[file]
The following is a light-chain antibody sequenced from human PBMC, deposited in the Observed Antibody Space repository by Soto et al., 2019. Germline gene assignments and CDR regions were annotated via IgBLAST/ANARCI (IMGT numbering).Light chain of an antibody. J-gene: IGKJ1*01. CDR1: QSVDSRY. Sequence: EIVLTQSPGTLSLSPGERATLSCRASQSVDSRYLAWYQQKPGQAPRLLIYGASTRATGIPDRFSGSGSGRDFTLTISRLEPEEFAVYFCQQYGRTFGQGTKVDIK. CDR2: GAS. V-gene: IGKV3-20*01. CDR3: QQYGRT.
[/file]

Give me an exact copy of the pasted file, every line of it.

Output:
The following is a light-chain antibody sequenced from human PBMC, deposited in the Observed Antibody Space repository by Soto et al., 2019. Germline gene assignments and CDR regions were annotated via IgBLAST/ANARCI (IMGT numbering).Light chain of an antibody. J-gene: IGKJ1*01. CDR1: QSVDSRY. Sequence: EIVLTQSPGTLSLSPGERATLSCRASQSVDSRYLAWYQQKPGQAPRLLIYGASTRATGIPDRFSGSGSGRDFTLTISRLEPEEFAVYFCQQYGRTFGQGTKVDIK. CDR2: GAS. V-gene: IGKV3-20*01. CDR3: QQYGRT.